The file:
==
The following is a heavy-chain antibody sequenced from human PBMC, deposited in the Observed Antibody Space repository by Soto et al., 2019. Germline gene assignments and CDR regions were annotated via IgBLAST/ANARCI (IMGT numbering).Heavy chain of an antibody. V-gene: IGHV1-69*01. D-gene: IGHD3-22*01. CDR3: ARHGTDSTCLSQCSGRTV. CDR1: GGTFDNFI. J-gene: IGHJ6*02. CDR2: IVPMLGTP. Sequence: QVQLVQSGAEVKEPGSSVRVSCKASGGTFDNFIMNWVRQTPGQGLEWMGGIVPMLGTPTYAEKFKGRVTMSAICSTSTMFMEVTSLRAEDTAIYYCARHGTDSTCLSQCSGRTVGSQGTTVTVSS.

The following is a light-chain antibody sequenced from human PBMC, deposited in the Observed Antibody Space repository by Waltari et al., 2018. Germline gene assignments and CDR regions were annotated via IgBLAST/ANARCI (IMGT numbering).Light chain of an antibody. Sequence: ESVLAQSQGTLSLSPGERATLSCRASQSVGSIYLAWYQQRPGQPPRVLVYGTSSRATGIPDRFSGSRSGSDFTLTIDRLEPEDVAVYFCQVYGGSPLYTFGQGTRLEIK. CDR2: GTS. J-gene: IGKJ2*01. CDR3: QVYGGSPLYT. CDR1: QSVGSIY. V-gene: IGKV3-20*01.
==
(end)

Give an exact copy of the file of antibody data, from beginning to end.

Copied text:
The following is a heavy-chain antibody sequenced from human PBMC, deposited in the Observed Antibody Space repository by Soto et al., 2019. Germline gene assignments and CDR regions were annotated via IgBLAST/ANARCI (IMGT numbering).Heavy chain of an antibody. V-gene: IGHV1-69*01. D-gene: IGHD3-22*01. CDR3: ARHGTDSTCLSQCSGRTV. CDR1: GGTFDNFI. J-gene: IGHJ6*02. CDR2: IVPMLGTP. Sequence: QVQLVQSGAEVKEPGSSVRVSCKASGGTFDNFIMNWVRQTPGQGLEWMGGIVPMLGTPTYAEKFKGRVTMSAICSTSTMFMEVTSLRAEDTAIYYCARHGTDSTCLSQCSGRTVGSQGTTVTVSS.

The following is a light-chain antibody sequenced from human PBMC, deposited in the Observed Antibody Space repository by Waltari et al., 2018. Germline gene assignments and CDR regions were annotated via IgBLAST/ANARCI (IMGT numbering).Light chain of an antibody. Sequence: ESVLAQSQGTLSLSPGERATLSCRASQSVGSIYLAWYQQRPGQPPRVLVYGTSSRATGIPDRFSGSRSGSDFTLTIDRLEPEDVAVYFCQVYGGSPLYTFGQGTRLEIK. CDR2: GTS. J-gene: IGKJ2*01. CDR3: QVYGGSPLYT. CDR1: QSVGSIY. V-gene: IGKV3-20*01.